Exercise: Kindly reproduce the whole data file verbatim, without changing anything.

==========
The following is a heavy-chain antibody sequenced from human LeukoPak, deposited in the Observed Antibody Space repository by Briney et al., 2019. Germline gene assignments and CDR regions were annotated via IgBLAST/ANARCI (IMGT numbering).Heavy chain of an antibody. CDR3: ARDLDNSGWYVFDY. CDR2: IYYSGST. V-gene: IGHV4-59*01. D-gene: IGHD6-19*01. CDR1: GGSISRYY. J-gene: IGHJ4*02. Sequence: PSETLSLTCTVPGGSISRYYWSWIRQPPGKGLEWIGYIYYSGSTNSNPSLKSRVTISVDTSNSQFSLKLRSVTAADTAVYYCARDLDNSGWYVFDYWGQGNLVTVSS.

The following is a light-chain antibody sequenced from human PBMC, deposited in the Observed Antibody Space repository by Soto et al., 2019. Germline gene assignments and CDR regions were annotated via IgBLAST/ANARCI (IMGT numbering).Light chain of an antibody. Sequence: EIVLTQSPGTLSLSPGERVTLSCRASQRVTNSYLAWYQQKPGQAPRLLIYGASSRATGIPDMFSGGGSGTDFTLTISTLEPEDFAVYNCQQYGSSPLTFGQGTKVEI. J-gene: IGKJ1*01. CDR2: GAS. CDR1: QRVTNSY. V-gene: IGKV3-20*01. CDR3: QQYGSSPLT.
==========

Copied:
The following is a heavy-chain antibody sequenced from human LeukoPak, deposited in the Observed Antibody Space repository by Briney et al., 2019. Germline gene assignments and CDR regions were annotated via IgBLAST/ANARCI (IMGT numbering).Heavy chain of an antibody. CDR3: ARDLDNSGWYVFDY. CDR2: IYYSGST. V-gene: IGHV4-59*01. D-gene: IGHD6-19*01. CDR1: GGSISRYY. J-gene: IGHJ4*02. Sequence: PSETLSLTCTVPGGSISRYYWSWIRQPPGKGLEWIGYIYYSGSTNSNPSLKSRVTISVDTSNSQFSLKLRSVTAADTAVYYCARDLDNSGWYVFDYWGQGNLVTVSS.

The following is a light-chain antibody sequenced from human PBMC, deposited in the Observed Antibody Space repository by Soto et al., 2019. Germline gene assignments and CDR regions were annotated via IgBLAST/ANARCI (IMGT numbering).Light chain of an antibody. Sequence: EIVLTQSPGTLSLSPGERVTLSCRASQRVTNSYLAWYQQKPGQAPRLLIYGASSRATGIPDMFSGGGSGTDFTLTISTLEPEDFAVYNCQQYGSSPLTFGQGTKVEI. J-gene: IGKJ1*01. CDR2: GAS. CDR1: QRVTNSY. V-gene: IGKV3-20*01. CDR3: QQYGSSPLT.